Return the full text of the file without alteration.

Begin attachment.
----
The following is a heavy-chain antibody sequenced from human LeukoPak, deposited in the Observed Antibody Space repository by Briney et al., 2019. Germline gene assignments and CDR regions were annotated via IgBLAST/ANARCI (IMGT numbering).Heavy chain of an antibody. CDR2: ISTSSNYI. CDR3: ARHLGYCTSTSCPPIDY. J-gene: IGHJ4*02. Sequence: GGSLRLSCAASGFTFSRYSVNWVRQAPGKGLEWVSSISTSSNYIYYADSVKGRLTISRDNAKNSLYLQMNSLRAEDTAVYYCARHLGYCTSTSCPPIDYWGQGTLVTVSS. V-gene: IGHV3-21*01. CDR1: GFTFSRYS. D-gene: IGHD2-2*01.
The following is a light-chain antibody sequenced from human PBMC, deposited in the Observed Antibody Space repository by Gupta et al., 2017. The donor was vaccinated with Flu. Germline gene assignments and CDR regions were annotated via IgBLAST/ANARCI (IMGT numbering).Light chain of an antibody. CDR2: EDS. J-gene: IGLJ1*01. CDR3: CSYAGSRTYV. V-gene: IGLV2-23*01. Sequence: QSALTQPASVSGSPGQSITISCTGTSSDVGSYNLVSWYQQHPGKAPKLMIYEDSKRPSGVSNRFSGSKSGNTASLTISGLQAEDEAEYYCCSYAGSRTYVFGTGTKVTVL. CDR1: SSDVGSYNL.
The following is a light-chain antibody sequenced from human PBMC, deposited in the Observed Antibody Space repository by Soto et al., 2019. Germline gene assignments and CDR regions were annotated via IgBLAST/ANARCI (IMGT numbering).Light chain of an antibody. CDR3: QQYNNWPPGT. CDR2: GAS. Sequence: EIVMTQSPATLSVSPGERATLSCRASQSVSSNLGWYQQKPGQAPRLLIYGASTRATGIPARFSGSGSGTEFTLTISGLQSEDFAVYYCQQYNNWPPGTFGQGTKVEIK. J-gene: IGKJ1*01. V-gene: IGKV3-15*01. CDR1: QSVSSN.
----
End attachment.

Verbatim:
The following is a heavy-chain antibody sequenced from human LeukoPak, deposited in the Observed Antibody Space repository by Briney et al., 2019. Germline gene assignments and CDR regions were annotated via IgBLAST/ANARCI (IMGT numbering).Heavy chain of an antibody. CDR2: ISTSSNYI. CDR3: ARHLGYCTSTSCPPIDY. J-gene: IGHJ4*02. Sequence: GGSLRLSCAASGFTFSRYSVNWVRQAPGKGLEWVSSISTSSNYIYYADSVKGRLTISRDNAKNSLYLQMNSLRAEDTAVYYCARHLGYCTSTSCPPIDYWGQGTLVTVSS. V-gene: IGHV3-21*01. CDR1: GFTFSRYS. D-gene: IGHD2-2*01.
The following is a light-chain antibody sequenced from human PBMC, deposited in the Observed Antibody Space repository by Gupta et al., 2017. The donor was vaccinated with Flu. Germline gene assignments and CDR regions were annotated via IgBLAST/ANARCI (IMGT numbering).Light chain of an antibody. CDR2: EDS. J-gene: IGLJ1*01. CDR3: CSYAGSRTYV. V-gene: IGLV2-23*01. Sequence: QSALTQPASVSGSPGQSITISCTGTSSDVGSYNLVSWYQQHPGKAPKLMIYEDSKRPSGVSNRFSGSKSGNTASLTISGLQAEDEAEYYCCSYAGSRTYVFGTGTKVTVL. CDR1: SSDVGSYNL.
The following is a light-chain antibody sequenced from human PBMC, deposited in the Observed Antibody Space repository by Soto et al., 2019. Germline gene assignments and CDR regions were annotated via IgBLAST/ANARCI (IMGT numbering).Light chain of an antibody. CDR3: QQYNNWPPGT. CDR2: GAS. Sequence: EIVMTQSPATLSVSPGERATLSCRASQSVSSNLGWYQQKPGQAPRLLIYGASTRATGIPARFSGSGSGTEFTLTISGLQSEDFAVYYCQQYNNWPPGTFGQGTKVEIK. J-gene: IGKJ1*01. V-gene: IGKV3-15*01. CDR1: QSVSSN.